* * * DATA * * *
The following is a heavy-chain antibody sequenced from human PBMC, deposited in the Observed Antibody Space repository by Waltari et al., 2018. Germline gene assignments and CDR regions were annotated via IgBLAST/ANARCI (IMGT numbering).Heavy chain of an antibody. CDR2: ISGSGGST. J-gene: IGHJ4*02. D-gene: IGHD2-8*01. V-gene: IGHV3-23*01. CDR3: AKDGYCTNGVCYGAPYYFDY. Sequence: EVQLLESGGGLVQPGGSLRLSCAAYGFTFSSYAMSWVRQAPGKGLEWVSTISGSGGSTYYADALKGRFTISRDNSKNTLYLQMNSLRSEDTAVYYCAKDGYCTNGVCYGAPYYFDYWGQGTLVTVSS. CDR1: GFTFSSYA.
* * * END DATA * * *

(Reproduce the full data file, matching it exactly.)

The following is a heavy-chain antibody sequenced from human PBMC, deposited in the Observed Antibody Space repository by Waltari et al., 2018. Germline gene assignments and CDR regions were annotated via IgBLAST/ANARCI (IMGT numbering).Heavy chain of an antibody. CDR2: ISGSGGST. J-gene: IGHJ4*02. D-gene: IGHD2-8*01. V-gene: IGHV3-23*01. CDR3: AKDGYCTNGVCYGAPYYFDY. Sequence: EVQLLESGGGLVQPGGSLRLSCAAYGFTFSSYAMSWVRQAPGKGLEWVSTISGSGGSTYYADALKGRFTISRDNSKNTLYLQMNSLRSEDTAVYYCAKDGYCTNGVCYGAPYYFDYWGQGTLVTVSS. CDR1: GFTFSSYA.